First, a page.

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5-Step Method of Handling Objections

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From Loren Nelson, NelsonEcom
Internet Solutions | Visual Design
Web Sites & Multimedia & Usability Engineering
We May Dose, but We Never Close

August 23, 2007 – Vol. XI, No. 22

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NetBits is the weekly newsletter keeping your informed of various chatter and other tidbits of potential relevance.

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In This Issue:

Item One: Latest Scientific Studies Refute Fears of Greenland Melt
Item Two: Fitness Tip
Item Three: The 5-Step Method of Handling Objections
Item Four: Word of the Week
Item Five: 10 Worst Foods, 10 Best Foods
Do you know…

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1. Latest Scientific Studies Refute Fears of Greenland Melt
 

Senate trip to Greenland to investigate fears of a glacier meltdown revealed an Arctic land where current climatic conditions are neither alarming nor linked to a rise in man-made carbon dioxide emissions, according to many of the latest peer-reviewed scientific findings. Recent research has found that Greenland has been warming since the 1880’s, but since 1955, temperature averages at Greenland stations have been colder than the period between 1881-1955.

http://epw.senate.gov/public/index.cfm?FuseAction=Minority.Blogs&ContentRecord_id=175b568a-802a-23ad-4c69-9bdd978fb3cd

 
2. Fitness Tip
 

Take the Stairs

Yes, most of us have heard this before, but it bears repeating. The key to cutting stroke risk may be right inside your house. Studies suggest that climbing just three flights of stairs every day can cut your stroke risk by 20 percent. If your house has a second floor, find excuses for going upstairs whenever possible. If you live or work in a high rise, make a habit of getting off the elevator a few floors below your apartment or office.

 
3. The 5-Step Method of Handling Objections
 

The Five-Step Method

1. First, hear them out – completely. Don’t interrupt!

2. Put in a softening statement before you answer:

“I complete understand how you feel.”

“Some of my best clients felt that way also.”

“I completely understand how you feel, this is a big decision, and right now I’m sure it makes sense for you to think about this.”

Step Two: Question and Isolate the Objection B-4 Answering it.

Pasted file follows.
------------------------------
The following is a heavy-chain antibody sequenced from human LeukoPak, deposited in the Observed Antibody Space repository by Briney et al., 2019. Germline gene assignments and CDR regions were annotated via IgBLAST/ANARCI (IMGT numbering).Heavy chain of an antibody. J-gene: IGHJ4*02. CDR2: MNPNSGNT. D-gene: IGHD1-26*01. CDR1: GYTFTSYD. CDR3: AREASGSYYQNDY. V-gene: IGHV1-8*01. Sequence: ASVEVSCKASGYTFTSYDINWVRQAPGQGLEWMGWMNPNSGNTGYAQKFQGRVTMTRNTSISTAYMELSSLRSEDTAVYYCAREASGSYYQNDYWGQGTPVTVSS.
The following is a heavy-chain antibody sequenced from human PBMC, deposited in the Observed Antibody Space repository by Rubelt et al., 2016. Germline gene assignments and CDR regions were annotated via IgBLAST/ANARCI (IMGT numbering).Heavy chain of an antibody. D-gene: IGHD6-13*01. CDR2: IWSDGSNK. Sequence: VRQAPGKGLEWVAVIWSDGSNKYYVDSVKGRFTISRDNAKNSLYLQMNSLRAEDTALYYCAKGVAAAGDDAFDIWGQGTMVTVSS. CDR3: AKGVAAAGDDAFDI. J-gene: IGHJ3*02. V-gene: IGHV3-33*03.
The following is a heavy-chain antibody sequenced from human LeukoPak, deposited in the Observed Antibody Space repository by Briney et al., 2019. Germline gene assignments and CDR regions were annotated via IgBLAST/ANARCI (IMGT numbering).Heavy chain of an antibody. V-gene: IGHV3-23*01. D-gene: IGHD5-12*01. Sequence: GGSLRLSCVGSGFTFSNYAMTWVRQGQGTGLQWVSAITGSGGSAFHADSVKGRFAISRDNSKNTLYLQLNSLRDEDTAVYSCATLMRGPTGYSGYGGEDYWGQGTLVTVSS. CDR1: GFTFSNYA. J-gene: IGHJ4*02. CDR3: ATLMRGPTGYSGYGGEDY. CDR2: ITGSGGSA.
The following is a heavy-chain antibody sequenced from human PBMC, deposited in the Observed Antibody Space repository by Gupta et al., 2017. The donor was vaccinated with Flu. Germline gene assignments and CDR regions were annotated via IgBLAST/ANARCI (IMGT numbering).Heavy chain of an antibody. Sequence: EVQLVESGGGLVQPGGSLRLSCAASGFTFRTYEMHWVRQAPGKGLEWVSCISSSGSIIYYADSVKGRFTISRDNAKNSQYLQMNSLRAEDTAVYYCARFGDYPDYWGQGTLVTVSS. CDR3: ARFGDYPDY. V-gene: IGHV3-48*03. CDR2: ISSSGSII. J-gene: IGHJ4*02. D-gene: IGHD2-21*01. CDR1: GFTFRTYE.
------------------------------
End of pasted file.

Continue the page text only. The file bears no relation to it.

You can’t begin chasing and answering every objection they give you! First you must question and isolate the objection to make sure it’s the REAL objection.

Example: “The Price is Too High”

“I understand __________, and let me ask you a question: Assuming that the price on these hearing aids weren’t an issue (or fit within your budget, or if someone were suddenly going to buy them for you), but if price weren’t an issue here, is this the solution you feel is right for you today?” Or, “is this something you would go ahead and order today?”

Step Three: Answer the Objection (using a scripted response!)

Either use one of the scripts you already have, or write one. No matter what, though, USE A SCRIPT!

Step Four: Confirm Your Answer:

One of the biggest mistakes 80% of sales reps make when answering objections is they don’t confirm their answers – in other words, they just keep talking! The Top 20% understand the danger of talking past the close (like introducing new objections), and instead, after they have used their scripted response, they confirm their answer. Use any one of the following:

“Does that answer that for you?”
“Does that make sense?”
“Have I satisfied that for you?”

Step Five: Ask For the Deal!

This might sound obvious, but you’d be amazed by how many (like 80% or more) closers don’t ask for the deal. Scripts assure that you do! And after you do ask for the order,

Shut up and Listen!

 
4. Word of the Week
 

The Word of the Day for August 23, 2007 is:
assail • \uh-SAIL\ • verb

: to attack violently with blows or words

Example Sentence:
When Harriet came home and found her son riding his tricycle in the road, she tore into the house and assailed the babysitter for her irresponsibility.

Did you know?
"Assail" comes from an Anglo-French verb, "assaillir," which itself traces back to the Latin verb "assilire" ("to leap upon"). "Assilire" combines the prefix "ad-" ("to, toward") with the Latin verb "salire," meaning "to leap." When "assail" was first used in the 13th century, it meant "to make a violent physical attack upon." By the 1500s, English speakers were using the term to mean "to attack with words or arguments."

 
5. 10 Worst Foods, 10 Best Foods
 

From Nutrition Action

 
6. Do You Know…
 
On this day:

  • William Wallace is Executed (1305)
    Wallace was a Scottish knight who, during the Wars of Scottish Independence, led a resistance against the English occupation. Much of what is known about his life is based on legend and the poem The Acts and Deeds of Sir William Wallace, Knight of Elderslie, written by 15th century minstrel Blind Harry. In 1305, Wallace was betrayed by a Scottish knight and handed over to the English. Found guilty of treason, he was hanged, drawn, and quartered.
 
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Mahalo,
Loren
NelsonEcom
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